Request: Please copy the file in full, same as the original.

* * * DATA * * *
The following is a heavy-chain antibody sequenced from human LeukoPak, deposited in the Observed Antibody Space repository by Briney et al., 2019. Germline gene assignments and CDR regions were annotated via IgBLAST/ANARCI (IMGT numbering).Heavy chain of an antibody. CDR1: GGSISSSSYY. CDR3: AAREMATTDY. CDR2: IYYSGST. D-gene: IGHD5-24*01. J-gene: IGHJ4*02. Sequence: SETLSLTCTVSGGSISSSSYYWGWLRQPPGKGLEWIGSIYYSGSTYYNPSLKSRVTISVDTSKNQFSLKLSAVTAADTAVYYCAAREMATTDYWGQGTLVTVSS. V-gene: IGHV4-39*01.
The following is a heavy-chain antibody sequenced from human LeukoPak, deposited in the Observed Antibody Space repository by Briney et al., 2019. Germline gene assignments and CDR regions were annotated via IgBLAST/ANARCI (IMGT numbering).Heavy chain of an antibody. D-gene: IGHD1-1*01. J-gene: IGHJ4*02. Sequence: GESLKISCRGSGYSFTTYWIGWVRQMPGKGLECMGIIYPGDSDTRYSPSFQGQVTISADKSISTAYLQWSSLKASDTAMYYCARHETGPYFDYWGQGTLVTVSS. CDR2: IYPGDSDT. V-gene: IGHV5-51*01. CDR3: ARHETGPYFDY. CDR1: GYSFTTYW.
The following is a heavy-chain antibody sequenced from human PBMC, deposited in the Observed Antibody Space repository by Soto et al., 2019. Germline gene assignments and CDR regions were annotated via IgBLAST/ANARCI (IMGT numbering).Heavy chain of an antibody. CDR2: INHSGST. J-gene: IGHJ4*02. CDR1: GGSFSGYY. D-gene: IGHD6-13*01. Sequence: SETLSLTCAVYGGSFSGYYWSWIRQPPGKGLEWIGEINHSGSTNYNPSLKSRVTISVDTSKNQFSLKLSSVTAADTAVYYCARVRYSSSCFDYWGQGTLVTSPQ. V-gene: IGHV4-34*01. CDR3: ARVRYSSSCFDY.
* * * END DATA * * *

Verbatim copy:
The following is a heavy-chain antibody sequenced from human LeukoPak, deposited in the Observed Antibody Space repository by Briney et al., 2019. Germline gene assignments and CDR regions were annotated via IgBLAST/ANARCI (IMGT numbering).Heavy chain of an antibody. CDR1: GGSISSSSYY. CDR3: AAREMATTDY. CDR2: IYYSGST. D-gene: IGHD5-24*01. J-gene: IGHJ4*02. Sequence: SETLSLTCTVSGGSISSSSYYWGWLRQPPGKGLEWIGSIYYSGSTYYNPSLKSRVTISVDTSKNQFSLKLSAVTAADTAVYYCAAREMATTDYWGQGTLVTVSS. V-gene: IGHV4-39*01.
The following is a heavy-chain antibody sequenced from human LeukoPak, deposited in the Observed Antibody Space repository by Briney et al., 2019. Germline gene assignments and CDR regions were annotated via IgBLAST/ANARCI (IMGT numbering).Heavy chain of an antibody. D-gene: IGHD1-1*01. J-gene: IGHJ4*02. Sequence: GESLKISCRGSGYSFTTYWIGWVRQMPGKGLECMGIIYPGDSDTRYSPSFQGQVTISADKSISTAYLQWSSLKASDTAMYYCARHETGPYFDYWGQGTLVTVSS. CDR2: IYPGDSDT. V-gene: IGHV5-51*01. CDR3: ARHETGPYFDY. CDR1: GYSFTTYW.
The following is a heavy-chain antibody sequenced from human PBMC, deposited in the Observed Antibody Space repository by Soto et al., 2019. Germline gene assignments and CDR regions were annotated via IgBLAST/ANARCI (IMGT numbering).Heavy chain of an antibody. CDR2: INHSGST. J-gene: IGHJ4*02. CDR1: GGSFSGYY. D-gene: IGHD6-13*01. Sequence: SETLSLTCAVYGGSFSGYYWSWIRQPPGKGLEWIGEINHSGSTNYNPSLKSRVTISVDTSKNQFSLKLSSVTAADTAVYYCARVRYSSSCFDYWGQGTLVTSPQ. V-gene: IGHV4-34*01. CDR3: ARVRYSSSCFDY.